After successfully completing our IE, Shane and I stayed at the Monterey Breakwater to go out for a “real” dive. Neither of us had ventured this far north before and we were interested to see what lay beneath their sea. Monterey is known for colder temperatures than Los Angeles, and for some rough seas. We were warned that our test conditions were probably going to be less than ideal. However, as mentioned earlier, we could not have asked for calmer weather. It was chilly and overcast on land, but the ocean temperatures were in the mid 50’s which, unfortunately, has been normal for us in LA this year.
We were advised by some of the other folks in our IE group to enter from the middle area and swim down along a large pipe towards the Metridium Field. This is a large field of Metridiums, which are basically huge white anemones. While they are fairly common from Washington down through California, for reasons unknown a large patch of them grown in this one location off the Breakwater beach. Now please excuse me, if I go Star Wars on you at some point in this article, as I was unfamiliar with these animals, and my brain immediately changed the name to Midichlorians and I still confuse the words! Yes I know, these massive anemones are not the organisms that create the Force, but my mind wanted to make them so.
We were given instructions and a heading to take in order to find the pipe, and set off for adventure. The visibility was not the best, but it was decent and we dropped down into about 20′ of water and swam out in search of the large pipe that was described to us. First we found a small pipe, and unsure began to follow that down into deeper water. We explored around it as we swam until it abruptly ended. Shrugging at each other the unspoken consensus was, “well lets just dive around and see what we see”. A few minutes later I swam over a large half buried pipe. This had to be what we were originally searching for! I signaled to Shane and we once again were on track swimming deeper and further out into the ocean.
The life up in Monterey is very similar to our home in Los Angeles, though there were definitely plants and fish I hadn’t seen before. We had seen otters playing in the water from the surface and while I hoped and hoped that one would just swim by us on our dive, we had no such luck. While being adorable, I was told that the otters are more of a menace to the dive instructors, as they will get on and inside the dive floats, tossing out weights and rope you may have stored inside and sometimes even popping the float itself. As one person told me, “its annoying when you’re trying to teach and the next thing you see is your float slowly sinking behind your students.” Having not experienced that, the idea made me chuckle. Another creature that was very prevalent up in the colder Monterey waters are Jellyfish. As we began the dive in the shallower waters we’d see a few of these jellies, Sea Nettles, I believe. As we went deeper and deeper, they grew in numbers. There would be times that I’d be studying a rock area, or watching several fish swimming around, then I’d look up to swim forward and stop short as there was a jellyfish right in front of me. At one point in the dive, I looked up as we swam along and the water above me was dotted with jellies, large and small, everywhere. I just wish I had a better camera system that could light the darker water so I could show everyone just how many there were, but my little strobe wouldn’t reach and my photos came out black. There was so many though, that a couple times during the dive I had to stop kicking because I couldn’t see a safe route through them. I knew I was mostly safe as every inch of me was covered in neoprene. Every inch except for some very important ones in the face region. The last thing I wanted was to return to LA with a face full of jellyfish stings! Luckily neither Shane or I had a run in, and we made it down to the Metridium field safely.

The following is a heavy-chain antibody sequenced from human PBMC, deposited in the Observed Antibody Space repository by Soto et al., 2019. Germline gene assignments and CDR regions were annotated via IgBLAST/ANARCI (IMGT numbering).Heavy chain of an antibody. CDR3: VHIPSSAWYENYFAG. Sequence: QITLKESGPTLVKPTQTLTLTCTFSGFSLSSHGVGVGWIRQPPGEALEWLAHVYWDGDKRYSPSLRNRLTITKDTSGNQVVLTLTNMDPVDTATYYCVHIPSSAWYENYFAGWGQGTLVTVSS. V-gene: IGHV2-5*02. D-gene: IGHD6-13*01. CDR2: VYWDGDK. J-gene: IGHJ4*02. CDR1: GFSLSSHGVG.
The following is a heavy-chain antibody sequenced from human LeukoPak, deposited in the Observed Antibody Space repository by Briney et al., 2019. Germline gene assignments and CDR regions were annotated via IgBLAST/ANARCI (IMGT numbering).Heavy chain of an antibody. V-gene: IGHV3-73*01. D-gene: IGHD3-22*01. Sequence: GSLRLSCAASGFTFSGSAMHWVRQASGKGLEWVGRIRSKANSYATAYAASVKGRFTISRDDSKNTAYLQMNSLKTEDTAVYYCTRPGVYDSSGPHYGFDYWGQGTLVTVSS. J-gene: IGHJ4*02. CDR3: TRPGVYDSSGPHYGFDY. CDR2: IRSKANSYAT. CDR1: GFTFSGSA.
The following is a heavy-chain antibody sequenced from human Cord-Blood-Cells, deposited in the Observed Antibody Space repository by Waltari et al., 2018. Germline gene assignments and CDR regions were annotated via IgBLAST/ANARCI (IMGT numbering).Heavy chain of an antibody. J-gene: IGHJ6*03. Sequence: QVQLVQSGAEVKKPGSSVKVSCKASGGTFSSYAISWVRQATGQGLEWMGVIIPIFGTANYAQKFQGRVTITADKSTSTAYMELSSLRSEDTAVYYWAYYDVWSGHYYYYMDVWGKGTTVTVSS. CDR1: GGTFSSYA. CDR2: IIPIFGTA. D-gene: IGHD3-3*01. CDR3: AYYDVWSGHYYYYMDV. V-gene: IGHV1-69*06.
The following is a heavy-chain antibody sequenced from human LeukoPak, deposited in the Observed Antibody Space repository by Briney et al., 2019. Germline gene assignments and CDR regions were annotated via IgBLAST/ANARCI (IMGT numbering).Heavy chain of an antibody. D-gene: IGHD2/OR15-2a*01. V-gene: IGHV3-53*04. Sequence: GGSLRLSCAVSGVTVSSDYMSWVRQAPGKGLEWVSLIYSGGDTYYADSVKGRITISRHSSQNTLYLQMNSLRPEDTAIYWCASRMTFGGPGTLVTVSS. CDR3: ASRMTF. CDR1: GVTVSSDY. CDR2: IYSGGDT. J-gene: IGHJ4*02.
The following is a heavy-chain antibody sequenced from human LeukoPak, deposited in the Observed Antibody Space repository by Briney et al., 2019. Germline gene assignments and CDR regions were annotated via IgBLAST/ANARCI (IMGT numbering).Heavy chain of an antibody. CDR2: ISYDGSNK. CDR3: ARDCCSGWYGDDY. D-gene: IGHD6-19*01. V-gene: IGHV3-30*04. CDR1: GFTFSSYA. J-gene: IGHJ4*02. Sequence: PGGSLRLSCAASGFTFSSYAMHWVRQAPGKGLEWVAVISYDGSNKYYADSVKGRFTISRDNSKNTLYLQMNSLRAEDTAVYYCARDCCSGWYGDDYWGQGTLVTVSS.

Getting close to the field was supernatural at best. These anemones are so starkly white that the seem to glow under the water, so as we neared, the water lightened and slowly the large blurs began to take shape. They were beautiful. Large white columns that exploded at the top in a burst of small, fine tentacles. The field was exactly that; a huge grouping of metridiums that started abruptly and ended just as quick. It was a large rocky patch absolutely covered in various sized metridiums. Some stood alone, others bunched together in a sort of miniature underwater forest. I would have loved to explore them for awhile, but unfortunately it was a long swim to get there so we had to turn back after a few short minutes and start the trek back to shallower waters.
So we swam back through the masses of jellies as we followed the pipe. Once in shallower depths we explored some of the kelp, though stayed mostly in the rocky reef area until our air supply was up and we surfaced. It was a fantastic dive, and whetted my appetite for more northern adventures, though possibly after a purchase of a drysuit, especially as our dive took place at the end of summer when water temperatures are probably the warmest. Thanks Monterey for the memories, can’t wait to return!